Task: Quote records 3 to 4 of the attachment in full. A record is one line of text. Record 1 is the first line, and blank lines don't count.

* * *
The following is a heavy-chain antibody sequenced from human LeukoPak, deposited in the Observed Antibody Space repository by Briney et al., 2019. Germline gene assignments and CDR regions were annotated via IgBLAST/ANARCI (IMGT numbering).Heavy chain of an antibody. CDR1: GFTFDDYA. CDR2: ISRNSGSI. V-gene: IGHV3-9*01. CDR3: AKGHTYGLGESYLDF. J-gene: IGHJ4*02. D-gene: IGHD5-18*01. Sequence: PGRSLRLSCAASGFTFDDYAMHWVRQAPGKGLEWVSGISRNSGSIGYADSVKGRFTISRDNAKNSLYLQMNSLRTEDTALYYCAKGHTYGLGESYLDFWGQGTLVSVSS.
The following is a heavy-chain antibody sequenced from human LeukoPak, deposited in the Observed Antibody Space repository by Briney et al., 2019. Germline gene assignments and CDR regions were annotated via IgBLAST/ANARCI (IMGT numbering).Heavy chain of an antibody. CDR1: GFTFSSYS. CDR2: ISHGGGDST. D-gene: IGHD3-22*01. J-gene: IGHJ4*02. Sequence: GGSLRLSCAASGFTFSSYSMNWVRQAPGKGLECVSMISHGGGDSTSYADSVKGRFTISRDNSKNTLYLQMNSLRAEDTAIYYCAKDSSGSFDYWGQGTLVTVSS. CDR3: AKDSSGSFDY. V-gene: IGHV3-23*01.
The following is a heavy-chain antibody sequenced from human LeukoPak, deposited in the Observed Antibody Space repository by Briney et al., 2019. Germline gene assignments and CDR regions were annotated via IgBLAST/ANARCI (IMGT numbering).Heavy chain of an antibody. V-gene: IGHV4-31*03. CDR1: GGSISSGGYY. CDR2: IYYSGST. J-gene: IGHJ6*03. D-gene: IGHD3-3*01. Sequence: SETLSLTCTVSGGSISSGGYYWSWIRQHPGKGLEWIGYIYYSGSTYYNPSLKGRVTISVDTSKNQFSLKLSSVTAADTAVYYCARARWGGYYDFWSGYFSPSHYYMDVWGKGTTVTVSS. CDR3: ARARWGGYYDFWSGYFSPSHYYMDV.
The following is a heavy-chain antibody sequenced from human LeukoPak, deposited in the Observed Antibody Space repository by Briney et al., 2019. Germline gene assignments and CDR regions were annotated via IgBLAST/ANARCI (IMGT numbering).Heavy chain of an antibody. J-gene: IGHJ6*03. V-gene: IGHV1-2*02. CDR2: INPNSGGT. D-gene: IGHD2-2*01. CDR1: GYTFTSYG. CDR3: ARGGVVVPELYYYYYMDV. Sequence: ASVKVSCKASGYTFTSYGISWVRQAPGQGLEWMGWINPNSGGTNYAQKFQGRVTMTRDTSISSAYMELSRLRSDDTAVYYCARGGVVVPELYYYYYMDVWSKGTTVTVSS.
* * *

The following is a heavy-chain antibody sequenced from human LeukoPak, deposited in the Observed Antibody Space repository by Briney et al., 2019. Germline gene assignments and CDR regions were annotated via IgBLAST/ANARCI (IMGT numbering).Heavy chain of an antibody. V-gene: IGHV4-31*03. CDR1: GGSISSGGYY. CDR2: IYYSGST. J-gene: IGHJ6*03. D-gene: IGHD3-3*01. Sequence: SETLSLTCTVSGGSISSGGYYWSWIRQHPGKGLEWIGYIYYSGSTYYNPSLKGRVTISVDTSKNQFSLKLSSVTAADTAVYYCARARWGGYYDFWSGYFSPSHYYMDVWGKGTTVTVSS. CDR3: ARARWGGYYDFWSGYFSPSHYYMDV.
The following is a heavy-chain antibody sequenced from human LeukoPak, deposited in the Observed Antibody Space repository by Briney et al., 2019. Germline gene assignments and CDR regions were annotated via IgBLAST/ANARCI (IMGT numbering).Heavy chain of an antibody. J-gene: IGHJ6*03. V-gene: IGHV1-2*02. CDR2: INPNSGGT. D-gene: IGHD2-2*01. CDR1: GYTFTSYG. CDR3: ARGGVVVPELYYYYYMDV. Sequence: ASVKVSCKASGYTFTSYGISWVRQAPGQGLEWMGWINPNSGGTNYAQKFQGRVTMTRDTSISSAYMELSRLRSDDTAVYYCARGGVVVPELYYYYYMDVWSKGTTVTVSS.